Jacqueline Moscou has been reinstated as artistic director at the Langston Hughes Performing Arts Center, and city officials say it's time for Moscou and the staff to resolve their differences for the good of the center that has exposed generations of African-American talent.
Moscou was placed on administrative leave in October after a report by an independent consultant suggested she made racially offensive and intimidating comments to and about her Asian American colleagues.
Past and present staffers described Moscou as, "often arrogant, abusive, selfish, manipulative, inconsistent, uncooperative, rude, racially biased, condescending, two-faced, unsupportive and controlling," the consultant, Mary L. Sebek, wrote.
The mayor's office asked the Seattle Parks and Recreation Department, which operates the Central District arts facility to look into the concerns raised in the report.
The parks department reinstated Moscou on Thursday and would not discuss their reasoning, calling it a personnel matter.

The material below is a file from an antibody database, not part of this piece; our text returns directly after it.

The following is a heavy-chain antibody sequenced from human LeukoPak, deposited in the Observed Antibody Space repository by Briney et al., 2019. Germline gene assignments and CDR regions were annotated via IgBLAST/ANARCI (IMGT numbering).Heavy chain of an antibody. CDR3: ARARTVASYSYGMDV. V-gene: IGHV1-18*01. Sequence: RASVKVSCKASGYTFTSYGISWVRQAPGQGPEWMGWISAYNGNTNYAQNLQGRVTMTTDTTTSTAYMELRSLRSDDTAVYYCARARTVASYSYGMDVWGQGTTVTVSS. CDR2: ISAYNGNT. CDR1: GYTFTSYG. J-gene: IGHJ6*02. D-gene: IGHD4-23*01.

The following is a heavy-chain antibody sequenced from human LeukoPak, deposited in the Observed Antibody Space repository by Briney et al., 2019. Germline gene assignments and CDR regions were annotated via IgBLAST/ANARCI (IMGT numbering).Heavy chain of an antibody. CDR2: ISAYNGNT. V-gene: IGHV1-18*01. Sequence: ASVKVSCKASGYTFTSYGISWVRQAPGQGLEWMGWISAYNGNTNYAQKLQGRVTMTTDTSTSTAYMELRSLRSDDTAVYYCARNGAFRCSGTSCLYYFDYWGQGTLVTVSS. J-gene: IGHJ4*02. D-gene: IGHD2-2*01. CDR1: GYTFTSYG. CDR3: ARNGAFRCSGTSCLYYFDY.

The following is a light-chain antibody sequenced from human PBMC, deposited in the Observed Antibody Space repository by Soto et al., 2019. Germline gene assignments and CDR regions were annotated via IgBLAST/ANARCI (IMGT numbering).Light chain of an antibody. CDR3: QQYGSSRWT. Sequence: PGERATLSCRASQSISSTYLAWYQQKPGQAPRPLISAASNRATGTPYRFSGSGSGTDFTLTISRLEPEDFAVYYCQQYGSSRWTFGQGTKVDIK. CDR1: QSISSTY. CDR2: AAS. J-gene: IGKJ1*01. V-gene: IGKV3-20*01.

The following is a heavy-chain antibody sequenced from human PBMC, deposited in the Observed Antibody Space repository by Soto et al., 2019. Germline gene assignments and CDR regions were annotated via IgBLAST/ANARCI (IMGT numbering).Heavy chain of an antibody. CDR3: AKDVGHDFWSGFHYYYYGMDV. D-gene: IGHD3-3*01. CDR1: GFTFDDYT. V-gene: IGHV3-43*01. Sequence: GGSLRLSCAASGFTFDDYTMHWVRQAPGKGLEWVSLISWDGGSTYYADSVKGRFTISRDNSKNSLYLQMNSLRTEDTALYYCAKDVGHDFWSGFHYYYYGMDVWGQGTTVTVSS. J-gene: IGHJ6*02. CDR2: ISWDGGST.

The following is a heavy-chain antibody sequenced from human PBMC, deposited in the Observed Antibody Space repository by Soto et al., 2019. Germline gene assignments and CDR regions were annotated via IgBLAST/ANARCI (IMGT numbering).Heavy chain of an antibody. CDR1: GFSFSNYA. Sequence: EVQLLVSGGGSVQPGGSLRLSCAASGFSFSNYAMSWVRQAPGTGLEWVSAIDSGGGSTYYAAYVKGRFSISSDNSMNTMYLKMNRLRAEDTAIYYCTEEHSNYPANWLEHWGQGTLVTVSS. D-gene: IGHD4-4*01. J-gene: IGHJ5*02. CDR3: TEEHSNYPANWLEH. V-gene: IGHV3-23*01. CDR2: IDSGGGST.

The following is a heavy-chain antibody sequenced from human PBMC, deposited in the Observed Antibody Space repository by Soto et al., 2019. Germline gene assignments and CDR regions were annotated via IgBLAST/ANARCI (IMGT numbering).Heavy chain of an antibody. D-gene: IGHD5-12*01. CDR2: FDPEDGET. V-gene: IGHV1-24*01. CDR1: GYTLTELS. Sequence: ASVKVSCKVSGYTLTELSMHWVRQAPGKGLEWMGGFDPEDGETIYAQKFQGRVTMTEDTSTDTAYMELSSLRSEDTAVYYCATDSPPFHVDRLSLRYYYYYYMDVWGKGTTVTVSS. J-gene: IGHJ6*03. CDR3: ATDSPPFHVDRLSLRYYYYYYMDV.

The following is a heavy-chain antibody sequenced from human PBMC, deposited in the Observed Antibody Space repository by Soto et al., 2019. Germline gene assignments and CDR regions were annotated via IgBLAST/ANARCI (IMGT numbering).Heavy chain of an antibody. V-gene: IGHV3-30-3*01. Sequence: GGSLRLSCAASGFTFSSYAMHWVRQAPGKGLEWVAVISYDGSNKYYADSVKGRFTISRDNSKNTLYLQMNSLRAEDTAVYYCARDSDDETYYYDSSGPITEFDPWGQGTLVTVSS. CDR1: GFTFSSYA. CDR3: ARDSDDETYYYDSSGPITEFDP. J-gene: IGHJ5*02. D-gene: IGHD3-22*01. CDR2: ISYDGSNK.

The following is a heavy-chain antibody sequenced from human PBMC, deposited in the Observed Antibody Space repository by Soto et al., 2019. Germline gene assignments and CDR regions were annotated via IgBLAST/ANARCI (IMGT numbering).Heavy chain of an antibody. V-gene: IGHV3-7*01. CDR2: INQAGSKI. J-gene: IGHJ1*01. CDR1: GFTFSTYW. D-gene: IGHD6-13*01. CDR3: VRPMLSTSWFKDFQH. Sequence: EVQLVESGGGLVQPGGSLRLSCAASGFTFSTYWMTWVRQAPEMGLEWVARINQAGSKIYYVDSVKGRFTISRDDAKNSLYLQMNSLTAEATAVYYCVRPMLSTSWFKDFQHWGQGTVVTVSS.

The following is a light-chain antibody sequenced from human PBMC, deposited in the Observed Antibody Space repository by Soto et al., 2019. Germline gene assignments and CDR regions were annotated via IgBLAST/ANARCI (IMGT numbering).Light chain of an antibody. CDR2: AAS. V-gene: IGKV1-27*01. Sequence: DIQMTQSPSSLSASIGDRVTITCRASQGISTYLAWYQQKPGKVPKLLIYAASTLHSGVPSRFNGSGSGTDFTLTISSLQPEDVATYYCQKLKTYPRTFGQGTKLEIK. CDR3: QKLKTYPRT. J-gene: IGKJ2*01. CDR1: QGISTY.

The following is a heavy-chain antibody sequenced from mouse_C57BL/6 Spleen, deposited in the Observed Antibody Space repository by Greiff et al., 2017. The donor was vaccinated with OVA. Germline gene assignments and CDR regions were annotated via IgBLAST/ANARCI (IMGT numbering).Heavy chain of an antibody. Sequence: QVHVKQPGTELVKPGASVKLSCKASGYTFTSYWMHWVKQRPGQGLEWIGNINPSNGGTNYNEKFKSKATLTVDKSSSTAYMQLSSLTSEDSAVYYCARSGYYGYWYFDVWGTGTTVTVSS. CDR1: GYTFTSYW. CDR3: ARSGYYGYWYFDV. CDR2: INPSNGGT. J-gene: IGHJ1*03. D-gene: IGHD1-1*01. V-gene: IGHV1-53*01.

With Moscou's return, Parks Department officials say, employees inside Langston Hughes, where relationships for years were strained and allegiances divided, will need to look beyond what happened so that the center can "become whole again."
Mickey Fearn, the department's community-connections manager, said that in the coming weeks, the department will unveil a plan for transforming the center.
"We have to invest a lot of energy and effort in trying to make this place whole again, taking into consideration all the psychological damage that exists within that organization," he said.